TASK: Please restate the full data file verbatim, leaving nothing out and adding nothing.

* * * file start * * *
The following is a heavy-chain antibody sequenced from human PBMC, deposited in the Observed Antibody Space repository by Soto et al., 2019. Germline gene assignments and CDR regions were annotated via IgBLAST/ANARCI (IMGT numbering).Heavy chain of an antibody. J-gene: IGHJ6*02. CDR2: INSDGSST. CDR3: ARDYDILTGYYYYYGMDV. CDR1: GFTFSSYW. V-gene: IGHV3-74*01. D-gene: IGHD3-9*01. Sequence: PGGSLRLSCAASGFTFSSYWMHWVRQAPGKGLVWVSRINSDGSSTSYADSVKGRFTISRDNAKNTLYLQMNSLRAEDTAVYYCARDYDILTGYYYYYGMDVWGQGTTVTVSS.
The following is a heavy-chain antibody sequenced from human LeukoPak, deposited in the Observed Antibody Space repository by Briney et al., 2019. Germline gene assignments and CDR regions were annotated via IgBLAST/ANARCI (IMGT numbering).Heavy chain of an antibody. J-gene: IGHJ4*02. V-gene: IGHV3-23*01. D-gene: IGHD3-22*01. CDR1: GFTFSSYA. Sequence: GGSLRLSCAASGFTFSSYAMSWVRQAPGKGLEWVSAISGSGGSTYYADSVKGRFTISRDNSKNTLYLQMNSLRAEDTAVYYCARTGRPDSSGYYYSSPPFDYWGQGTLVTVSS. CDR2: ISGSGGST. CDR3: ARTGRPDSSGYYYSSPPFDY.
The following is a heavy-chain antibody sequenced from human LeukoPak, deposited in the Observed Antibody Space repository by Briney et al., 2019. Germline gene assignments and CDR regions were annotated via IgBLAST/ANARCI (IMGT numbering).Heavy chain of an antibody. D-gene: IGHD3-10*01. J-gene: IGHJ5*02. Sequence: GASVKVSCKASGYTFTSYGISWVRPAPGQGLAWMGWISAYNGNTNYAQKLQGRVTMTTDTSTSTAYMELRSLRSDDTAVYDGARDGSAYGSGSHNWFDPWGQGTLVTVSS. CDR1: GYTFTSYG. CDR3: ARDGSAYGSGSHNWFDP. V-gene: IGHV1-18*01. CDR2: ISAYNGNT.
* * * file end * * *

The following is a heavy-chain antibody sequenced from human PBMC, deposited in the Observed Antibody Space repository by Soto et al., 2019. Germline gene assignments and CDR regions were annotated via IgBLAST/ANARCI (IMGT numbering).Heavy chain of an antibody. J-gene: IGHJ6*02. CDR2: INSDGSST. CDR3: ARDYDILTGYYYYYGMDV. CDR1: GFTFSSYW. V-gene: IGHV3-74*01. D-gene: IGHD3-9*01. Sequence: PGGSLRLSCAASGFTFSSYWMHWVRQAPGKGLVWVSRINSDGSSTSYADSVKGRFTISRDNAKNTLYLQMNSLRAEDTAVYYCARDYDILTGYYYYYGMDVWGQGTTVTVSS.
The following is a heavy-chain antibody sequenced from human LeukoPak, deposited in the Observed Antibody Space repository by Briney et al., 2019. Germline gene assignments and CDR regions were annotated via IgBLAST/ANARCI (IMGT numbering).Heavy chain of an antibody. J-gene: IGHJ4*02. V-gene: IGHV3-23*01. D-gene: IGHD3-22*01. CDR1: GFTFSSYA. Sequence: GGSLRLSCAASGFTFSSYAMSWVRQAPGKGLEWVSAISGSGGSTYYADSVKGRFTISRDNSKNTLYLQMNSLRAEDTAVYYCARTGRPDSSGYYYSSPPFDYWGQGTLVTVSS. CDR2: ISGSGGST. CDR3: ARTGRPDSSGYYYSSPPFDY.
The following is a heavy-chain antibody sequenced from human LeukoPak, deposited in the Observed Antibody Space repository by Briney et al., 2019. Germline gene assignments and CDR regions were annotated via IgBLAST/ANARCI (IMGT numbering).Heavy chain of an antibody. D-gene: IGHD3-10*01. J-gene: IGHJ5*02. Sequence: GASVKVSCKASGYTFTSYGISWVRPAPGQGLAWMGWISAYNGNTNYAQKLQGRVTMTTDTSTSTAYMELRSLRSDDTAVYDGARDGSAYGSGSHNWFDPWGQGTLVTVSS. CDR1: GYTFTSYG. CDR3: ARDGSAYGSGSHNWFDP. V-gene: IGHV1-18*01. CDR2: ISAYNGNT.